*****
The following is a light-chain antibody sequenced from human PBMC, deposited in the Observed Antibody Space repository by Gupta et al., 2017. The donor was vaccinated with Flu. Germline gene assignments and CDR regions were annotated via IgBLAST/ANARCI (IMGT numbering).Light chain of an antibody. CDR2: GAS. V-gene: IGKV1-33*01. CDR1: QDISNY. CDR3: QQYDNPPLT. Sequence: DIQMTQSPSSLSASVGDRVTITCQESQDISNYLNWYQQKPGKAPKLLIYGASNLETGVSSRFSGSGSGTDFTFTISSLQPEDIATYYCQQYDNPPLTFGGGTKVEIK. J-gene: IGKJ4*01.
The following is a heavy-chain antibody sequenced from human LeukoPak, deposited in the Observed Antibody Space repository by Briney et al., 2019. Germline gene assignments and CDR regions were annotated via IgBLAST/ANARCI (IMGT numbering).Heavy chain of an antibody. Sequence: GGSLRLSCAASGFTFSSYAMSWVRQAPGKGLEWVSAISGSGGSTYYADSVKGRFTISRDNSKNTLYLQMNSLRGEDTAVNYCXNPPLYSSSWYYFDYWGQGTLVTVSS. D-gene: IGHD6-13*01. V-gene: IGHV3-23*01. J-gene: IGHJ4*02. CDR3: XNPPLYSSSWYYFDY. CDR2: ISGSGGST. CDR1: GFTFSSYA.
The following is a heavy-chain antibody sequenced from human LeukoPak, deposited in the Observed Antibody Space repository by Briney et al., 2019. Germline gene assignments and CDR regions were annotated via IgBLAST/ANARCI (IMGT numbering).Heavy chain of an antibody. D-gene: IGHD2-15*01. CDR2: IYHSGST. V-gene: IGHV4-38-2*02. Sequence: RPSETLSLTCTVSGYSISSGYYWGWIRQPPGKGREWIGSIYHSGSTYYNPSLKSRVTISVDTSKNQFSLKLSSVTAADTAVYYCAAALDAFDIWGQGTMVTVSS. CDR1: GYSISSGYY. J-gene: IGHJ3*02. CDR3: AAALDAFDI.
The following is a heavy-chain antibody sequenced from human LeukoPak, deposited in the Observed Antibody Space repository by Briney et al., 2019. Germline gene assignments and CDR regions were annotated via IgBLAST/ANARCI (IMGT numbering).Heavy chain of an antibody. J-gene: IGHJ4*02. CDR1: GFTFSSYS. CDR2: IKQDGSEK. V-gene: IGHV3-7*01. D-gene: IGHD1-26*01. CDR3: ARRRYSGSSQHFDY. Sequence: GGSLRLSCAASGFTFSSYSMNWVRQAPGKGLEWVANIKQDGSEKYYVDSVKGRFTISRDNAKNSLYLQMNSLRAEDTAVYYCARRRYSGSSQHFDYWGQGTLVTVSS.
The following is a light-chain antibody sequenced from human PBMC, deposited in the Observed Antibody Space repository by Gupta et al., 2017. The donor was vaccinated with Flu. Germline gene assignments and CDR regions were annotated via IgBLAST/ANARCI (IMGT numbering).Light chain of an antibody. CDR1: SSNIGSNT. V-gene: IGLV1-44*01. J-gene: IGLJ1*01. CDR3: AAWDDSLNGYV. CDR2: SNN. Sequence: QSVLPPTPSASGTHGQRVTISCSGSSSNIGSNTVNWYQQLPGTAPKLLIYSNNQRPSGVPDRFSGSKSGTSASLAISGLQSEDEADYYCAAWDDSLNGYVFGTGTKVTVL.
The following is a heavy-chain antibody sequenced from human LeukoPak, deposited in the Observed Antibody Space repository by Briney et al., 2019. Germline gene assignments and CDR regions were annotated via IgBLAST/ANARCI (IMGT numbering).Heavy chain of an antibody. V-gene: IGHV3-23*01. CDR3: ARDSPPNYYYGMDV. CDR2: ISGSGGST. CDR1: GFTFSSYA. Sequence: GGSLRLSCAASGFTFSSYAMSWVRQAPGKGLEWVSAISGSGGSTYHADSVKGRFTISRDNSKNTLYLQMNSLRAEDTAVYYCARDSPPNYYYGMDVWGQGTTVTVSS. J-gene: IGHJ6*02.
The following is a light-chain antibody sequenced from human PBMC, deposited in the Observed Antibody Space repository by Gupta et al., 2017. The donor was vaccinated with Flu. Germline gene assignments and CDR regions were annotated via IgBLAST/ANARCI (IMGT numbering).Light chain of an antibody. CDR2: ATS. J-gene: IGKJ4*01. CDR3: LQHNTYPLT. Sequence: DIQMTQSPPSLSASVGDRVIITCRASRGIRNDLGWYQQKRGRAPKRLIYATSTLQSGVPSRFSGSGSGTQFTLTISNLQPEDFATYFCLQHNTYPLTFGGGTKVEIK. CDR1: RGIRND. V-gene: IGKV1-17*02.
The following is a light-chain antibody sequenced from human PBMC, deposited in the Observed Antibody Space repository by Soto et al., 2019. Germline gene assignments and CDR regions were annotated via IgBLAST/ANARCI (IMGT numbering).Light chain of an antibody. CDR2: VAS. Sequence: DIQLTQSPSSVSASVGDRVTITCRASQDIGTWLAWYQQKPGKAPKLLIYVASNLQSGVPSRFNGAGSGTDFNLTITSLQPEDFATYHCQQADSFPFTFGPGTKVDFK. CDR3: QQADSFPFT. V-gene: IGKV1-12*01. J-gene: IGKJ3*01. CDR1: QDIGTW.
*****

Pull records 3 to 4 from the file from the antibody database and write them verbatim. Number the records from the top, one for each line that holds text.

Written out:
The following is a heavy-chain antibody sequenced from human LeukoPak, deposited in the Observed Antibody Space repository by Briney et al., 2019. Germline gene assignments and CDR regions were annotated via IgBLAST/ANARCI (IMGT numbering).Heavy chain of an antibody. D-gene: IGHD2-15*01. CDR2: IYHSGST. V-gene: IGHV4-38-2*02. Sequence: RPSETLSLTCTVSGYSISSGYYWGWIRQPPGKGREWIGSIYHSGSTYYNPSLKSRVTISVDTSKNQFSLKLSSVTAADTAVYYCAAALDAFDIWGQGTMVTVSS. CDR1: GYSISSGYY. J-gene: IGHJ3*02. CDR3: AAALDAFDI.
The following is a heavy-chain antibody sequenced from human LeukoPak, deposited in the Observed Antibody Space repository by Briney et al., 2019. Germline gene assignments and CDR regions were annotated via IgBLAST/ANARCI (IMGT numbering).Heavy chain of an antibody. J-gene: IGHJ4*02. CDR1: GFTFSSYS. CDR2: IKQDGSEK. V-gene: IGHV3-7*01. D-gene: IGHD1-26*01. CDR3: ARRRYSGSSQHFDY. Sequence: GGSLRLSCAASGFTFSSYSMNWVRQAPGKGLEWVANIKQDGSEKYYVDSVKGRFTISRDNAKNSLYLQMNSLRAEDTAVYYCARRRYSGSSQHFDYWGQGTLVTVSS.